NCERT Solutions for Class 11 Accountancy

NCERT Solutions for Class 11 accountancy covers all the questions given in the NCERT book. You can study and download these question and their solutions free from this page. These solutions are solved by our specialists at, that will assist all the students of respective boards, including CBSE, who follows NCERT; with tackling all the questions easily. We give chapter wise complete solutions for your straightforwardness.

  • Chapter 1 Introduction to Accounting

    Accounting is the process of collecting, recording, summarising and communicating financial information to its users for correct decision making. Accounting is an art as well as science. Bookkeeping is a part of accounting and mainly concerned with recording of financial data. Users of accounting information may be internal users and external users. Internal users include owners, management etc, External users include Banks and financial institutions, creditors etc. Importance accounting terms are business transactions expenses all include and income all include, profit, loss, purchase, liabilities, assets, inventory etc.

  • Chapter 2 Theory Base of Accounting

    Generally Accepted Accounting Principles (GAAP) are the basic rules which have been generally accepted by accounting all over to the world as general guidelines for preparing the accounting statements. Accounting concepts include money measurement concept dual concept, matching concept objectivity concept etc. Accounting conventions include conventions of full disclosure, convention of consistency, convention of conservatism and convention of materiality. Double entry system of accounting is based on the principle that every business transaction is recorded in at least two accounts.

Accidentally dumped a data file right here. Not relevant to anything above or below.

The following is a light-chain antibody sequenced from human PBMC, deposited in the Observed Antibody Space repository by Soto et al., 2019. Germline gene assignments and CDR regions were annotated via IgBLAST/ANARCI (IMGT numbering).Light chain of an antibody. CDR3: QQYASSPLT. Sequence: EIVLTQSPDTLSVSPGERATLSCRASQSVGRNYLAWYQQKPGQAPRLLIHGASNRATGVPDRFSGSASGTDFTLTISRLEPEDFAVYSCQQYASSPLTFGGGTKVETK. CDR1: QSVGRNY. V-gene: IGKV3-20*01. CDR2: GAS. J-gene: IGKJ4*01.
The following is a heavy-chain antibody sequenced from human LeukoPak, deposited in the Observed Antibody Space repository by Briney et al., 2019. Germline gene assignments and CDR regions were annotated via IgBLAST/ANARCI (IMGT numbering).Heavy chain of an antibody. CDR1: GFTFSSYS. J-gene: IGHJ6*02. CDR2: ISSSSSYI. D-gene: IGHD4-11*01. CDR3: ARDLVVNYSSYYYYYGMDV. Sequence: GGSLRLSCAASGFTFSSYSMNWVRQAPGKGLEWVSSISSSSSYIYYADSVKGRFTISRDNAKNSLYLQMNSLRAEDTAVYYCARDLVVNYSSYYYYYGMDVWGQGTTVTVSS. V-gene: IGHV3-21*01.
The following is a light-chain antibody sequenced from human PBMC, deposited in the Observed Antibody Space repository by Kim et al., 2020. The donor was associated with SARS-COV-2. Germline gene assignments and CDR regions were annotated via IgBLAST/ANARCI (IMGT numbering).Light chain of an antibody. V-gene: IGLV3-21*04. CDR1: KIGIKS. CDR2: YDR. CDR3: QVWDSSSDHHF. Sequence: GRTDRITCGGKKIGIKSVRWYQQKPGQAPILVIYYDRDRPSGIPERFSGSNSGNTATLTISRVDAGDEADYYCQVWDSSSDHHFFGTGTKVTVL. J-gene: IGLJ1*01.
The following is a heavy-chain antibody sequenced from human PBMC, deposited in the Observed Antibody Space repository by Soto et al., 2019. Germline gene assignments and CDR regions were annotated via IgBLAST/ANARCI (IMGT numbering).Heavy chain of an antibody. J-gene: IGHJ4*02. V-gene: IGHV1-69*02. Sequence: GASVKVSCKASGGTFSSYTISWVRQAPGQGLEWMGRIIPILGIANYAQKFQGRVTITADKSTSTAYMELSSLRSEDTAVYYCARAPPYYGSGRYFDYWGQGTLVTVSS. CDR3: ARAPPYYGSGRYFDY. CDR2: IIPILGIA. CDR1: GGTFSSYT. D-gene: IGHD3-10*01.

• Chapter 3 Recording of Transactions - 1

    Bills that provide evidence of a transaction are called source documents on the basis of the source documents, entries are first recorded on the vouchers and then on the basin of the vouchers, entries are made in journal. Accounting equation means assets are equal to liabilities plus capital. Left hand side records sources of funds (liabilities), while right hand side records application of funds (Assets).

  • Chapter 4 Recording of Transactions - 2